The South African Communist Party will not be aloof when it comes to the ANC’s December elective conference because the future of the tripartite alliance and that of the country hinges on it.
But at the same time, the party was also not prepared to repeat the same mistake of investing all its energies and expectations on a particular outcome as was the case in Polokwane.
Doing so “would be foolhardy and irresponsible”, according to a secretariat political report presented by the party’s general secretary, Blade Nzimande, at the SACP’s first central committee meeting, which came to an end on Saturday.
Titled “the revolution has entered unchartered waters, if not a whirlpool”, the political report obtained by City Press bemoans the serious political and moral deterioration in the ANC and outlines various scenarios of where the wind might blow in December and the impact thereof.
• A shootout at congress where the winner takes all and where “the parasitic bourgeoisie” emerges victorious largely by stealing the conference, leading to a possibility of the collapse of the alliance and implosion of the ANC itself;
• A coalition of centre-left-forces wins, possibly leading to a more favourable context for rebuilding the ANC and the alliance;
• A compromise deal between the two major slates, as proposed by President Jacob Zuma, which will likely perpetuate the current leadership paralysis and weaken the prospects of maintaining the alliance and the winning of elections in 2019; and
• A victory of a third, outside candidate, with all kinds of possible and indeterminate outcomes and implications for the alliance; and
• The last scenario cited by Nzimande when he delivered the report, is that of a conference failing to sit in December or is “deliberately imploded” because one faction senses that it will not win and it will be exposed to criminal prosecution. This appears to be a veiled attack on Zuma’s preferred candidate Nkosazana Dlamini-Zuma.
The significance of the December conference was one point of debate at the SACP congress.
Through its own admission in the report, it was not entirely resolved, including the implications for its roadmap towards contesting the elections.
But the SACP was clear that it could not hold itself ransom by the uncertainty of the ANC conference.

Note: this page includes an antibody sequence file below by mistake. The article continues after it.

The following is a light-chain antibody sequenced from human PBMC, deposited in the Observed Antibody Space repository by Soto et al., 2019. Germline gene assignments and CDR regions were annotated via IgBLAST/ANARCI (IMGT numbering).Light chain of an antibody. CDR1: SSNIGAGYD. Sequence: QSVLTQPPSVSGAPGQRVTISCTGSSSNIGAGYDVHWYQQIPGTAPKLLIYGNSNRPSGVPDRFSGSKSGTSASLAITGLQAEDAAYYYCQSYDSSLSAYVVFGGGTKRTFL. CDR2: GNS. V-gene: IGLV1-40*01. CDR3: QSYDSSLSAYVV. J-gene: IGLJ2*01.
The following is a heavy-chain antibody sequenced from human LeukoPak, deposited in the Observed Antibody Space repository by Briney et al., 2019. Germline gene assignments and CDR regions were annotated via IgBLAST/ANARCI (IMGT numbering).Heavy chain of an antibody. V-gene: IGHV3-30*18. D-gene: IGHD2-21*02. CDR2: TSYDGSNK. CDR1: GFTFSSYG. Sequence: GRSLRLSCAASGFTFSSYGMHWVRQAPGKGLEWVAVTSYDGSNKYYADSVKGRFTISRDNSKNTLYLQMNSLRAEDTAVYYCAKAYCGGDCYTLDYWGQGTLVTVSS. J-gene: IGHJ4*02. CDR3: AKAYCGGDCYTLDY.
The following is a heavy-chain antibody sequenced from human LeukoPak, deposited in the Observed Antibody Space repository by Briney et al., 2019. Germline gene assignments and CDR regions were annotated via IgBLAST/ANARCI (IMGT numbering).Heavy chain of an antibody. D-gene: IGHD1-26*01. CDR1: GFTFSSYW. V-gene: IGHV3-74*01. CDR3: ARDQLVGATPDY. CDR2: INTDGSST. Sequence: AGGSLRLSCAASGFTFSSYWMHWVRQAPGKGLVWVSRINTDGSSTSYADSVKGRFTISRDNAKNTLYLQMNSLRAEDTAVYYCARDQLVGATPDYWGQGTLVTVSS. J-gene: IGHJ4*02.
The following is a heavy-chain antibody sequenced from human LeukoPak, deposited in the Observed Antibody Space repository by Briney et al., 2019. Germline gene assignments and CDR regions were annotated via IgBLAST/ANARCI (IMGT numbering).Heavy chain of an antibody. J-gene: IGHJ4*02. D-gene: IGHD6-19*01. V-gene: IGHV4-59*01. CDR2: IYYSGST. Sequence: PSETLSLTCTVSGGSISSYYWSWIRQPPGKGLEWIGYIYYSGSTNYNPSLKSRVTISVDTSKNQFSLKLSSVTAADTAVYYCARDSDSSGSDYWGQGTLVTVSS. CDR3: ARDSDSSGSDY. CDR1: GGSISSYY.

“The SACP cannot stand aloof from the December process, but there is much that we must do in any case and which must help to advance, deepen and defend the National Democratic Revolution regardless of the outcomes of the ANC’s December conference,” it said.
In particular, it said, the SACP must build on the momentum by continuing to play a vanguard role in the anti-state-capture mass mobilisation.
“But to do this, we need to build better connections between the anti-corruption struggle and the immediate problems confronting the working class and poor.”
The central committee meeting took place after the party’s 14th national congress at which it took a decision to contest the elections independently.
The report painted a picture of an ANC that continued to score own goals and, for the first time, was faced with the prospects of losing the elections in 2019, depending on how things played out in the next four months.
Ultimately, the national democratic revolution was in danger, read the report.
This was fuelled by factionalism that had riddled the ANC at a leadership level and contributed to the party becoming increasingly remote from the crises confronting the popular masses; the capturing of some key strategic sites within the state by predatory accumulation interests; a weakened trade union movement not only battered by retrenchments and restructuring, but also marred by business-related factionalism and poverty and personal insecurity in communities who were effectively leaderless